"It is not possible to say that we want human rights for ethnic Nepalis. It is very dangerous to say these things," an ethnic Nepali living in Bhutan told Human Rights Watch. "They will definitely take away your No Objection Certificate [the police-issued permit]. They might even take away your citizenship card."
Despite their right of return, under present circumstances Bhutanese refugees in Nepal still can't go home.
So, they continue their long wait. Without permission to work or farm, and dependent on international hand-outs for their survival, the refugees experience the range of social ills associated with protracted camp life, including depression, and domestic and sexual violence.
"After finishing their studies, young people don't get jobs. They have no work, they are idle," a refugee at the Beldangi II camp said. "They fall into bad company, and they drink a lot. They get violent."
The US resettlement offer has provided a ray of hope for some refugees. Parents can finally envision a brighter future for their children. But for others, the offer looks like a ruse to undercut the goal of return to Bhutan and to undermine the will to seek the fundamental political changes in Bhutan that would make return possible. These refugees cannot bear the idea that resettlement might relieve Bhutan of its moral and legal obligations, and that their own dreams of return to their homeland might be delayed that much longer.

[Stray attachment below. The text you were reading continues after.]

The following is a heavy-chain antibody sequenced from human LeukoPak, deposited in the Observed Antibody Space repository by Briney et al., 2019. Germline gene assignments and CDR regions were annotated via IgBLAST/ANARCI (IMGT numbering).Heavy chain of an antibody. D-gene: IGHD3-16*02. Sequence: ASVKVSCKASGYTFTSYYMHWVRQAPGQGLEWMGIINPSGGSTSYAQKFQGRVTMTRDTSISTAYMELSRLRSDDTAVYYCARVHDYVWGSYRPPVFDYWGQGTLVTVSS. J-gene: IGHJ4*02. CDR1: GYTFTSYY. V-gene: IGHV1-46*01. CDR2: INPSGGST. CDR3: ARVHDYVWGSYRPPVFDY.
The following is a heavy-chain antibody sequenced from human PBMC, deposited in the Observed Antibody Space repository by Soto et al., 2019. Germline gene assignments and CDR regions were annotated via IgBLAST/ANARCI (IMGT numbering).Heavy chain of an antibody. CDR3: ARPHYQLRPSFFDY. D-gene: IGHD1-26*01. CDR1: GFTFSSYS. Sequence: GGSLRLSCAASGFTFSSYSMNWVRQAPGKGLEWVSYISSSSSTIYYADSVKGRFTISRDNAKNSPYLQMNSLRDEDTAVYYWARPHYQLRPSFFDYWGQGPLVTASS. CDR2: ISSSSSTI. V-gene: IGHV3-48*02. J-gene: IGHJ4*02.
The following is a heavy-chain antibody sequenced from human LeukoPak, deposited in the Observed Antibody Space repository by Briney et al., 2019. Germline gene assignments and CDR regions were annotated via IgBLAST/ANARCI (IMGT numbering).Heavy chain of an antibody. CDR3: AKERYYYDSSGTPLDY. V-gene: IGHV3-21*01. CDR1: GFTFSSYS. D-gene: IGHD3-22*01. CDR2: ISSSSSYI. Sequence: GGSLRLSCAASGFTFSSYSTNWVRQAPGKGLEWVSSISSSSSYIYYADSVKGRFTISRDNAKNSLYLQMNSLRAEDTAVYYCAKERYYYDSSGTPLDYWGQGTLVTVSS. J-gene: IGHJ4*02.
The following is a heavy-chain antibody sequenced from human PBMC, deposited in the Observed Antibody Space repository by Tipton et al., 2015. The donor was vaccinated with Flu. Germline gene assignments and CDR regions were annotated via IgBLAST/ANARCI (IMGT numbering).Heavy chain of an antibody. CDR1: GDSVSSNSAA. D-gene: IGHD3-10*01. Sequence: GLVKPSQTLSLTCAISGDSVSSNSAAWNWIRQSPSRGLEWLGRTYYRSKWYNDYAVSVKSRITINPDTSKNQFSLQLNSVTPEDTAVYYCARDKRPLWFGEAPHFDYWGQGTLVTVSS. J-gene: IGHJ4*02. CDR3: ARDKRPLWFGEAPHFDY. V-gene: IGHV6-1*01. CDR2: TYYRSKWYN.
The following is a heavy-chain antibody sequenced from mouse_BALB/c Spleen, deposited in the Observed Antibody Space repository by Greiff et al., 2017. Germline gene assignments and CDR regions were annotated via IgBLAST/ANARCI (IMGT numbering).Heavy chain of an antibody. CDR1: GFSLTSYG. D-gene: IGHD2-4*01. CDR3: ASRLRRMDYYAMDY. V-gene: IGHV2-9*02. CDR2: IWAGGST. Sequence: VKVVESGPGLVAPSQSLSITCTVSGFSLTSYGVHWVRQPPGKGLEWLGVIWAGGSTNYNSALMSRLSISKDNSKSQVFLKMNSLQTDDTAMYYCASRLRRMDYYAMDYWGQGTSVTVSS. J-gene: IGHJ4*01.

Some have started to threaten and intimidate refugees who speak out in favor of resettlement; in late May, a mob attacked refugees who have supported resettlement, beating one of their leaders, burning their huts, and chasing some resettlement supporters out of the camps. In the ensuing violence, Nepali police forces shot and killed two of the rioters. The anger of the opponents of resettlement appears to be misplaced: resettlement does not extinguish the right of return. Those moving to the United States could still insist on their right to go back to Bhutan, and might even be better placed here to advocate for change in Bhutan.
At this critical moment, the United States and India, among other governments, need to pressure Bhutan to fulfill its obligations under international law and allow refugees to return in conditions of safety and dignity. But first, the government of Nepal must provide security in the camps to allow all refugees to make their own choices, free from threats and violence. The refugees who want to hold out for return deserve steadfast international support, but those who can wait no longer should be allowed to choose resettlement now.